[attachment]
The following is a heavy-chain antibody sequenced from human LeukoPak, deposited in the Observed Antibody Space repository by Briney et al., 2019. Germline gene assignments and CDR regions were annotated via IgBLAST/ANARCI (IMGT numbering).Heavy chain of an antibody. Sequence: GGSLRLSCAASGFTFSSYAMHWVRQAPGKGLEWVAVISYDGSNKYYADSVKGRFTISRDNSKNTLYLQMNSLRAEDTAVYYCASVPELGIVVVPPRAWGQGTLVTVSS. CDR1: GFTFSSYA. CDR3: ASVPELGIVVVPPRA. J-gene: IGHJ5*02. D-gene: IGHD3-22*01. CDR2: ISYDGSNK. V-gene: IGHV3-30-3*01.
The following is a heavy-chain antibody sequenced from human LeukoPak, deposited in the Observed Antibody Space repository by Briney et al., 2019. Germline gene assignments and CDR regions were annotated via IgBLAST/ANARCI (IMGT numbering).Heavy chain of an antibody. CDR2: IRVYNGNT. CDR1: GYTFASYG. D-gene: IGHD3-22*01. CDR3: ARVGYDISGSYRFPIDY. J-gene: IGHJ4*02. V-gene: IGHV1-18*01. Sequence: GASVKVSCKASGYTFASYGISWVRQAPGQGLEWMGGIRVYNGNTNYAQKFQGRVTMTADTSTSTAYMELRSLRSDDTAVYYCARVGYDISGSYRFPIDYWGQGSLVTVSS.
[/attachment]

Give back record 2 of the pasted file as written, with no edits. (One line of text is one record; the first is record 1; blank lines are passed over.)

The following is a heavy-chain antibody sequenced from human LeukoPak, deposited in the Observed Antibody Space repository by Briney et al., 2019. Germline gene assignments and CDR regions were annotated via IgBLAST/ANARCI (IMGT numbering).Heavy chain of an antibody. CDR2: IRVYNGNT. CDR1: GYTFASYG. D-gene: IGHD3-22*01. CDR3: ARVGYDISGSYRFPIDY. J-gene: IGHJ4*02. V-gene: IGHV1-18*01. Sequence: GASVKVSCKASGYTFASYGISWVRQAPGQGLEWMGGIRVYNGNTNYAQKFQGRVTMTADTSTSTAYMELRSLRSDDTAVYYCARVGYDISGSYRFPIDYWGQGSLVTVSS.